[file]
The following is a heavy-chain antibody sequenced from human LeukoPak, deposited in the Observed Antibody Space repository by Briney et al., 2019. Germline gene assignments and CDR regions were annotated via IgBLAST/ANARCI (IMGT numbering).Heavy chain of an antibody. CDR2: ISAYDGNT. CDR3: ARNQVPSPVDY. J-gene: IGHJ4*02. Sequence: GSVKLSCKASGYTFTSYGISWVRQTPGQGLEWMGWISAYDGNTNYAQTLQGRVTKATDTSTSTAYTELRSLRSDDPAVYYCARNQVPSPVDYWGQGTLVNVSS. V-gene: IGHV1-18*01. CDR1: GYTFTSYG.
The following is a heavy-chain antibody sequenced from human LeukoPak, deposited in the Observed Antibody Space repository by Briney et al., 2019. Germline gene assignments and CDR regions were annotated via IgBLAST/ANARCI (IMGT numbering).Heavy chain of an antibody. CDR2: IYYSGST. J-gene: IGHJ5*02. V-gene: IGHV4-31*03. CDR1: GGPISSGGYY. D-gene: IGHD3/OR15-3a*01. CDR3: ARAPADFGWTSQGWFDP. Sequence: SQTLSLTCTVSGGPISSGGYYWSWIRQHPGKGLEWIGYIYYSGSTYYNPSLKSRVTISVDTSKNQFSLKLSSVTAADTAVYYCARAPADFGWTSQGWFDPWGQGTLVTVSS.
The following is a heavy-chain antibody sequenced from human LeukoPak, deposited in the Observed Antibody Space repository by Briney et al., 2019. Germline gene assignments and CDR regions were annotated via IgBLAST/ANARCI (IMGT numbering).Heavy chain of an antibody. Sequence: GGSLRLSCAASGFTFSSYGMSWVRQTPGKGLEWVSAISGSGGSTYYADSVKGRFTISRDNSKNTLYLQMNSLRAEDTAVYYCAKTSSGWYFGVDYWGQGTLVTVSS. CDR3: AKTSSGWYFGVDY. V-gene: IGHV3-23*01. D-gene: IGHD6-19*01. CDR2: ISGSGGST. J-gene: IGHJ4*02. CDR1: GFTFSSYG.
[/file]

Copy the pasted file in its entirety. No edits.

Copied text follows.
The following is a heavy-chain antibody sequenced from human LeukoPak, deposited in the Observed Antibody Space repository by Briney et al., 2019. Germline gene assignments and CDR regions were annotated via IgBLAST/ANARCI (IMGT numbering).Heavy chain of an antibody. CDR2: ISAYDGNT. CDR3: ARNQVPSPVDY. J-gene: IGHJ4*02. Sequence: GSVKLSCKASGYTFTSYGISWVRQTPGQGLEWMGWISAYDGNTNYAQTLQGRVTKATDTSTSTAYTELRSLRSDDPAVYYCARNQVPSPVDYWGQGTLVNVSS. V-gene: IGHV1-18*01. CDR1: GYTFTSYG.
The following is a heavy-chain antibody sequenced from human LeukoPak, deposited in the Observed Antibody Space repository by Briney et al., 2019. Germline gene assignments and CDR regions were annotated via IgBLAST/ANARCI (IMGT numbering).Heavy chain of an antibody. CDR2: IYYSGST. J-gene: IGHJ5*02. V-gene: IGHV4-31*03. CDR1: GGPISSGGYY. D-gene: IGHD3/OR15-3a*01. CDR3: ARAPADFGWTSQGWFDP. Sequence: SQTLSLTCTVSGGPISSGGYYWSWIRQHPGKGLEWIGYIYYSGSTYYNPSLKSRVTISVDTSKNQFSLKLSSVTAADTAVYYCARAPADFGWTSQGWFDPWGQGTLVTVSS.
The following is a heavy-chain antibody sequenced from human LeukoPak, deposited in the Observed Antibody Space repository by Briney et al., 2019. Germline gene assignments and CDR regions were annotated via IgBLAST/ANARCI (IMGT numbering).Heavy chain of an antibody. Sequence: GGSLRLSCAASGFTFSSYGMSWVRQTPGKGLEWVSAISGSGGSTYYADSVKGRFTISRDNSKNTLYLQMNSLRAEDTAVYYCAKTSSGWYFGVDYWGQGTLVTVSS. CDR3: AKTSSGWYFGVDY. V-gene: IGHV3-23*01. D-gene: IGHD6-19*01. CDR2: ISGSGGST. J-gene: IGHJ4*02. CDR1: GFTFSSYG.